. . . specifically in the important sphere of land allocation, there has been almost no improvement in the past 10 years.

In order to demonstrate the depth of discrimination we can point out that since the foundation of the state until this day, the two groups – Arabs and Jews – have grown at similar rates (eight to tenfold), but that the state has established 700 (!) new communities for Jews (including new cities) – and not a single one for Arabs, with the exception of permanent towns for Bedouin citizens who were removed from their homes.

But unfortunately, it can be said that not only was there no progress in this sphere, but in recent years a very dangerous political trend is on the rise: Groups on the extreme right, which are members of the governing coalition and even the ruling party, are conducting a political campaign against the rights of Arab citizens. In the previous Knesset, we saw many anti-Arab legislative initiatives, some of which received broad support and, unfortunately, led to new discriminatory laws.

Historian Ilan Pappe summarizes the effect of the ethnic discrimination embedded in Israel’s land laws:

The bottom line of this almost two-decade-long bureaucratic process (1949-1967) was that the legislation regarding the JNF, barring the selling, leasing and sub-letting of land to non-Jews, was put into effect for most of the state lands (more than ninety per cent of Israel’s land) . . . .  [Hence] the Palestinian minority in Israel, seventeen per cent of the total population . . . has been forced to make do with just three per cent of the land. They are allowed to live on only two percent of the land; the remaining one per cent was defined as agricultural land which cannot be built upon. In other words, today 1.3 million people live on that two per cent. (2006, 222.)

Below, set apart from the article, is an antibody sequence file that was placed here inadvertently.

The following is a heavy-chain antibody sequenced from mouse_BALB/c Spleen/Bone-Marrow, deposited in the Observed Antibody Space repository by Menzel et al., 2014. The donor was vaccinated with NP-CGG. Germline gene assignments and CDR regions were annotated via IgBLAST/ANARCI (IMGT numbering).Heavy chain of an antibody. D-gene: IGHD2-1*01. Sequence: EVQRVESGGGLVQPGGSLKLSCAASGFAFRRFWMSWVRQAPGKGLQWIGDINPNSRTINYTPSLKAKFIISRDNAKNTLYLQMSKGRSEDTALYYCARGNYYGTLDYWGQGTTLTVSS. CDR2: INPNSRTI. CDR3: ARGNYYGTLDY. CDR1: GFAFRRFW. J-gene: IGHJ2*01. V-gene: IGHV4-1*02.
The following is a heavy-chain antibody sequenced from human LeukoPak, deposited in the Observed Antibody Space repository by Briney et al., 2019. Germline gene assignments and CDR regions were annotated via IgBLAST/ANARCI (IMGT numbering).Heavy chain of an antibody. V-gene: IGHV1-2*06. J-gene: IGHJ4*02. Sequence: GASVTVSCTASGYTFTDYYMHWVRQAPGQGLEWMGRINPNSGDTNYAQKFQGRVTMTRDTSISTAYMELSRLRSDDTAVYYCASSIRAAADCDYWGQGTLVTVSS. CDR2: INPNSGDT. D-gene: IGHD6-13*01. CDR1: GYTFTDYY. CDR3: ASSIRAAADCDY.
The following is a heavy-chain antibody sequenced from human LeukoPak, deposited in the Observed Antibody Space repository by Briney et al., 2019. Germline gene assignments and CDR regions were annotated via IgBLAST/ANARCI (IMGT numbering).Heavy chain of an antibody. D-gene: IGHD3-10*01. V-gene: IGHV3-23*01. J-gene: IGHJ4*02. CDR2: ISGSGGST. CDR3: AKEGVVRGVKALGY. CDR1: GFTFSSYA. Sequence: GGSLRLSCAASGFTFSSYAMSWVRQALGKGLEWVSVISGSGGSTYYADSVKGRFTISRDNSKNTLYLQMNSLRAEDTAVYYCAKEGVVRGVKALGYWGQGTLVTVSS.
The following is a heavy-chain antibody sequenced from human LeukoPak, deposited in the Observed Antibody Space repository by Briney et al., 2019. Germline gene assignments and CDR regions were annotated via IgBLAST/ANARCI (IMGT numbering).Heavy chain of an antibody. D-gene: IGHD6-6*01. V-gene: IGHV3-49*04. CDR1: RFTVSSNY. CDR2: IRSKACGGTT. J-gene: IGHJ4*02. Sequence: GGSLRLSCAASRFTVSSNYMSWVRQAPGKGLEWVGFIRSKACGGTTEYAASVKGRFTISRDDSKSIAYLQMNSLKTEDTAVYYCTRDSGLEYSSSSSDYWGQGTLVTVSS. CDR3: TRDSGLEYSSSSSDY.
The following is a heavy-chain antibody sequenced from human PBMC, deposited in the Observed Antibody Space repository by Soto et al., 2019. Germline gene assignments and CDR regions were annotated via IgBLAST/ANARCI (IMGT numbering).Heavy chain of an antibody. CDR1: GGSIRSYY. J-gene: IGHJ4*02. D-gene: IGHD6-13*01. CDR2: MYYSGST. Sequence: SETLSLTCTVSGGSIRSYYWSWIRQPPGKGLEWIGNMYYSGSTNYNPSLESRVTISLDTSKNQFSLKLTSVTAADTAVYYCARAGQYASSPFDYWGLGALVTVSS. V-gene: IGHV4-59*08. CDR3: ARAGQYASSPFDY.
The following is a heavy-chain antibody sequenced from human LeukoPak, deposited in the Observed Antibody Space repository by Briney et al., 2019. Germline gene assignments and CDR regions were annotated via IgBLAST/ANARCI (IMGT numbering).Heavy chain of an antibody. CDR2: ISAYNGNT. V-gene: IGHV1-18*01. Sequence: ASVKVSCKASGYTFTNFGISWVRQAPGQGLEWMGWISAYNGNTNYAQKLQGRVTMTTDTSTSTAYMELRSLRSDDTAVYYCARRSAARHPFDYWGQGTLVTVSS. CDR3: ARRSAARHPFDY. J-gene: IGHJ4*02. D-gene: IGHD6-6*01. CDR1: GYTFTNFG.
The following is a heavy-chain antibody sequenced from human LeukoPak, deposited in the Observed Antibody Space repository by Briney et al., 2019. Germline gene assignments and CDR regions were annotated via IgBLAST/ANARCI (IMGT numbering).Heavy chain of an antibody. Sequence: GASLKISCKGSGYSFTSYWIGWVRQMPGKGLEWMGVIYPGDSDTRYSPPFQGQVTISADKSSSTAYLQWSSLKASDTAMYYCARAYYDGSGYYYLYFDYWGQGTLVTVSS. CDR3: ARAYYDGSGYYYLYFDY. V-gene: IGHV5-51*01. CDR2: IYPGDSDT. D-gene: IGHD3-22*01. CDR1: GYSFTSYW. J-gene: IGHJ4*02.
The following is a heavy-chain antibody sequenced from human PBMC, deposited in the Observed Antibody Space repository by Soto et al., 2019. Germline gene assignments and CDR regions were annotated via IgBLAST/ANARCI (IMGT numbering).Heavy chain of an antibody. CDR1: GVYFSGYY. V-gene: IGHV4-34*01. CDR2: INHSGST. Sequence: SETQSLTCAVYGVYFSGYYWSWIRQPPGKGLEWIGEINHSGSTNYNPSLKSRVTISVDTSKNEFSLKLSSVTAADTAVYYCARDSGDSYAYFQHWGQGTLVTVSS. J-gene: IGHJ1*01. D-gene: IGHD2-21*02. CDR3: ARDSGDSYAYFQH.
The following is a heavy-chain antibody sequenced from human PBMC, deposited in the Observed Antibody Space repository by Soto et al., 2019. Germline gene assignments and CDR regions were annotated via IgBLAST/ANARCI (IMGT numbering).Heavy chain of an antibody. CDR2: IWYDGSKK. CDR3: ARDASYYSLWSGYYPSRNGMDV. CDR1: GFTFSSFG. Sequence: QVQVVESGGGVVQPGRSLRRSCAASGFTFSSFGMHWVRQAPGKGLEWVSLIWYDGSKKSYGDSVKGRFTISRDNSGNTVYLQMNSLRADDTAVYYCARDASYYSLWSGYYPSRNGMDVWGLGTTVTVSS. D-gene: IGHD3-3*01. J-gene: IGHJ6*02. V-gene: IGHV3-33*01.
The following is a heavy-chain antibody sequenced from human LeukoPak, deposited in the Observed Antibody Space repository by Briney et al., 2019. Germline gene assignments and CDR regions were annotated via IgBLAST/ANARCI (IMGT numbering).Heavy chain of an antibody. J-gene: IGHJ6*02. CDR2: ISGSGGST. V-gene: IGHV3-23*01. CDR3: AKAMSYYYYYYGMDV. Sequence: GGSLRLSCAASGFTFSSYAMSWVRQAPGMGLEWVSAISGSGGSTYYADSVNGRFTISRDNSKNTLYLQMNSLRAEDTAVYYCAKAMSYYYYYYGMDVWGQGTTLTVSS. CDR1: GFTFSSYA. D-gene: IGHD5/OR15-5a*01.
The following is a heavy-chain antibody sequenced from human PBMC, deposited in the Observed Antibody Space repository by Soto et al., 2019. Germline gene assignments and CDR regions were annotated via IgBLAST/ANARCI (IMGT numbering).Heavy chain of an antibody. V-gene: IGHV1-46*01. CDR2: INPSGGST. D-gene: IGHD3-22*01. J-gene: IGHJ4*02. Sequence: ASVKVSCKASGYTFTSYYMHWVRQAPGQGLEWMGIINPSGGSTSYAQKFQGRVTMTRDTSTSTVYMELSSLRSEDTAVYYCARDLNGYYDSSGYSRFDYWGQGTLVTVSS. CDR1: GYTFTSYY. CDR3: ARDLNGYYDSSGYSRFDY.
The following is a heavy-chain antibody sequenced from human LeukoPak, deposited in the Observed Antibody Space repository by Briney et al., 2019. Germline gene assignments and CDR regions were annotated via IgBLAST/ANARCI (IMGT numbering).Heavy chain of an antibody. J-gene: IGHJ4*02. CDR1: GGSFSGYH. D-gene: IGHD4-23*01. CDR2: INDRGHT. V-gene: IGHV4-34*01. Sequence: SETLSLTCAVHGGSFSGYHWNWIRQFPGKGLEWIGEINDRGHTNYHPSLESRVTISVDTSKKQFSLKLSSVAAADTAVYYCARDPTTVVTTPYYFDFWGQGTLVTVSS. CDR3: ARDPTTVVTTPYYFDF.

It is in light of this pervasive discrimination and the desire for ethnic purity at the center of Israeli state power that we should assess the current situation in Gaza and the intentions of the present Israeli administration.

Returning to the comments by Zeev Sternhell, he concludes that the racism now emerging in force in Israeli society [10] is a function of the ethnic discrimination at the heart of the state and its Zionist ideology. For Sternhell

 The source of the problem is to be found in [Israel’s] culture, in the concept of the nation as a tribe and in the problematic definition of Jewish identity. It is even harder to avoid the conclusion that the Israeli right – from the Likud and Yisrael Beiteinu to Habayit Hayehudi – is very far to the right of [French far-right leader] Marine Le Pen’s National Front. Compared to most of the cabinet ministers and Knesset members, Le Pen looks like a dangerous leftist.

The path forward, for Sternhell, is clear. Nothing less than an utter rejection of the forms of thinking that lead to ethnic violence, extermination, and prejudice. His assessment is that